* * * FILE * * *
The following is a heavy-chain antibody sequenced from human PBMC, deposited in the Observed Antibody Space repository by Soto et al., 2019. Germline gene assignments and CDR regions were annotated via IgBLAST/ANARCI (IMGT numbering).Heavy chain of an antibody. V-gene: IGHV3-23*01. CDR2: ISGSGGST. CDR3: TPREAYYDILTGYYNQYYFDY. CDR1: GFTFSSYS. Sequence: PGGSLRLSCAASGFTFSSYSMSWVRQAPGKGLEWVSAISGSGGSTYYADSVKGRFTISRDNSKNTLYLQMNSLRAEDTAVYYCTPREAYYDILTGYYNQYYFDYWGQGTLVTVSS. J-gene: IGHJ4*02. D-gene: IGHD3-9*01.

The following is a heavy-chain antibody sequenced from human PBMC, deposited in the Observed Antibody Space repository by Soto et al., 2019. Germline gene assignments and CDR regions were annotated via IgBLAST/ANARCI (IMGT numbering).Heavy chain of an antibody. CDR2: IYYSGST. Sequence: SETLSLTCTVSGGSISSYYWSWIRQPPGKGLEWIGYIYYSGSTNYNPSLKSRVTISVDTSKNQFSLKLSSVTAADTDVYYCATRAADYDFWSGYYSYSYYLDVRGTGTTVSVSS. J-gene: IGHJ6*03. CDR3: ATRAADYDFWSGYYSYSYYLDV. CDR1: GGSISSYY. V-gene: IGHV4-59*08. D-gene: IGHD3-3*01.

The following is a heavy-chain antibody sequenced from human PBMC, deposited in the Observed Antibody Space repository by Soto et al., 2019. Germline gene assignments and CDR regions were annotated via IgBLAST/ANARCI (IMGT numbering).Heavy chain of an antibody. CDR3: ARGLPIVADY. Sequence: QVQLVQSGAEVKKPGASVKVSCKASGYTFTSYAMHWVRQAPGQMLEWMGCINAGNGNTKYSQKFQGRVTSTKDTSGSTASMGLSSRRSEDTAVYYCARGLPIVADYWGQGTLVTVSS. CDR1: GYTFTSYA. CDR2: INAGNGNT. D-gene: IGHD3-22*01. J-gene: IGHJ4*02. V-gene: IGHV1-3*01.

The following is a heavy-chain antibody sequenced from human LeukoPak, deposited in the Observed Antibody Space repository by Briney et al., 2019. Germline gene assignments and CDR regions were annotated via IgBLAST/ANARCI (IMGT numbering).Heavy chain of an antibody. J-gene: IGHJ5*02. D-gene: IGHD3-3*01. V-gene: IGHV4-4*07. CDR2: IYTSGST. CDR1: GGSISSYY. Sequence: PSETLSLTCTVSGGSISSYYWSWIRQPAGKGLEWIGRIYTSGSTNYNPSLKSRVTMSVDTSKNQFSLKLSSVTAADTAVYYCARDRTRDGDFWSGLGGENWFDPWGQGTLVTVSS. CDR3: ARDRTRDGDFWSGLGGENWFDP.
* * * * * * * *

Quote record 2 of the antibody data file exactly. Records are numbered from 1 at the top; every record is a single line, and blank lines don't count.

The following is a heavy-chain antibody sequenced from human PBMC, deposited in the Observed Antibody Space repository by Soto et al., 2019. Germline gene assignments and CDR regions were annotated via IgBLAST/ANARCI (IMGT numbering).Heavy chain of an antibody. CDR2: IYYSGST. Sequence: SETLSLTCTVSGGSISSYYWSWIRQPPGKGLEWIGYIYYSGSTNYNPSLKSRVTISVDTSKNQFSLKLSSVTAADTDVYYCATRAADYDFWSGYYSYSYYLDVRGTGTTVSVSS. J-gene: IGHJ6*03. CDR3: ATRAADYDFWSGYYSYSYYLDV. CDR1: GGSISSYY. V-gene: IGHV4-59*08. D-gene: IGHD3-3*01.